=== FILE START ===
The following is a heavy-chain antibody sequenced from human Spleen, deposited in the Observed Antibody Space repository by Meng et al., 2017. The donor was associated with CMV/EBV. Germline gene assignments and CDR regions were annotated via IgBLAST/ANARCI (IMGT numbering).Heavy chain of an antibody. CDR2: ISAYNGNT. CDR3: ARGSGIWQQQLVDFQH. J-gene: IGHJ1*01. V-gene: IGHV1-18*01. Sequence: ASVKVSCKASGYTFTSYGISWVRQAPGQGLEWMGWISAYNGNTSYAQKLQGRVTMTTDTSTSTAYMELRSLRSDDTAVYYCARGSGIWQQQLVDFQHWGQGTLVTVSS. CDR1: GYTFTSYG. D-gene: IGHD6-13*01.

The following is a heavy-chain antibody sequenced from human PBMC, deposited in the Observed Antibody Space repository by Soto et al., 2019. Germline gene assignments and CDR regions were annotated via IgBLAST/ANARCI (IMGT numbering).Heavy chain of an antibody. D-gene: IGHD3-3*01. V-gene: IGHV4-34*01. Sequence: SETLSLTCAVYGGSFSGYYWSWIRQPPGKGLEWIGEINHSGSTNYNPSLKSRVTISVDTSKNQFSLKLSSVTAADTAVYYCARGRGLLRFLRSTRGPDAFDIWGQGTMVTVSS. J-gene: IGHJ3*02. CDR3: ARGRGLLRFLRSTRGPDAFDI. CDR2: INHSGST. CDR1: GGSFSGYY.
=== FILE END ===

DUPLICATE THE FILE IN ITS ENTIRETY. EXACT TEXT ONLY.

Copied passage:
The following is a heavy-chain antibody sequenced from human Spleen, deposited in the Observed Antibody Space repository by Meng et al., 2017. The donor was associated with CMV/EBV. Germline gene assignments and CDR regions were annotated via IgBLAST/ANARCI (IMGT numbering).Heavy chain of an antibody. CDR2: ISAYNGNT. CDR3: ARGSGIWQQQLVDFQH. J-gene: IGHJ1*01. V-gene: IGHV1-18*01. Sequence: ASVKVSCKASGYTFTSYGISWVRQAPGQGLEWMGWISAYNGNTSYAQKLQGRVTMTTDTSTSTAYMELRSLRSDDTAVYYCARGSGIWQQQLVDFQHWGQGTLVTVSS. CDR1: GYTFTSYG. D-gene: IGHD6-13*01.

The following is a heavy-chain antibody sequenced from human PBMC, deposited in the Observed Antibody Space repository by Soto et al., 2019. Germline gene assignments and CDR regions were annotated via IgBLAST/ANARCI (IMGT numbering).Heavy chain of an antibody. D-gene: IGHD3-3*01. V-gene: IGHV4-34*01. Sequence: SETLSLTCAVYGGSFSGYYWSWIRQPPGKGLEWIGEINHSGSTNYNPSLKSRVTISVDTSKNQFSLKLSSVTAADTAVYYCARGRGLLRFLRSTRGPDAFDIWGQGTMVTVSS. J-gene: IGHJ3*02. CDR3: ARGRGLLRFLRSTRGPDAFDI. CDR2: INHSGST. CDR1: GGSFSGYY.